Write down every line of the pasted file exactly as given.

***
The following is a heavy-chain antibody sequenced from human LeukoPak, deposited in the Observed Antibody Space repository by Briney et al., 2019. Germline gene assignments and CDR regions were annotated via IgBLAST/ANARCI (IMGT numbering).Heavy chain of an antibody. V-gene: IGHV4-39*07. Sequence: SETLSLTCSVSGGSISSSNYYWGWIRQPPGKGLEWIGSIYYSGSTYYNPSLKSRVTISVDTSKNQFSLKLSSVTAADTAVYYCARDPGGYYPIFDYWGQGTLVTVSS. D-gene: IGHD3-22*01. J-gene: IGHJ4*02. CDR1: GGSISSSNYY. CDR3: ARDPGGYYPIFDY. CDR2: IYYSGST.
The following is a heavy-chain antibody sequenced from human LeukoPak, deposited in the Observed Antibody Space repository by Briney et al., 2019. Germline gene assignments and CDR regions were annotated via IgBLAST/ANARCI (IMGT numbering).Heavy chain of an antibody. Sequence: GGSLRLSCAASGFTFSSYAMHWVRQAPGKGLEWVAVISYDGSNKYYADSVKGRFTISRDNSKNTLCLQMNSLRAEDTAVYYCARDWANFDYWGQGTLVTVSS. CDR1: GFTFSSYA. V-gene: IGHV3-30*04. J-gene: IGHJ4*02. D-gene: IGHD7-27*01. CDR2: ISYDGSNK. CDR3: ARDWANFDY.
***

The following is a heavy-chain antibody sequenced from human LeukoPak, deposited in the Observed Antibody Space repository by Briney et al., 2019. Germline gene assignments and CDR regions were annotated via IgBLAST/ANARCI (IMGT numbering).Heavy chain of an antibody. V-gene: IGHV4-39*07. Sequence: SETLSLTCSVSGGSISSSNYYWGWIRQPPGKGLEWIGSIYYSGSTYYNPSLKSRVTISVDTSKNQFSLKLSSVTAADTAVYYCARDPGGYYPIFDYWGQGTLVTVSS. D-gene: IGHD3-22*01. J-gene: IGHJ4*02. CDR1: GGSISSSNYY. CDR3: ARDPGGYYPIFDY. CDR2: IYYSGST.
The following is a heavy-chain antibody sequenced from human LeukoPak, deposited in the Observed Antibody Space repository by Briney et al., 2019. Germline gene assignments and CDR regions were annotated via IgBLAST/ANARCI (IMGT numbering).Heavy chain of an antibody. Sequence: GGSLRLSCAASGFTFSSYAMHWVRQAPGKGLEWVAVISYDGSNKYYADSVKGRFTISRDNSKNTLCLQMNSLRAEDTAVYYCARDWANFDYWGQGTLVTVSS. CDR1: GFTFSSYA. V-gene: IGHV3-30*04. J-gene: IGHJ4*02. D-gene: IGHD7-27*01. CDR2: ISYDGSNK. CDR3: ARDWANFDY.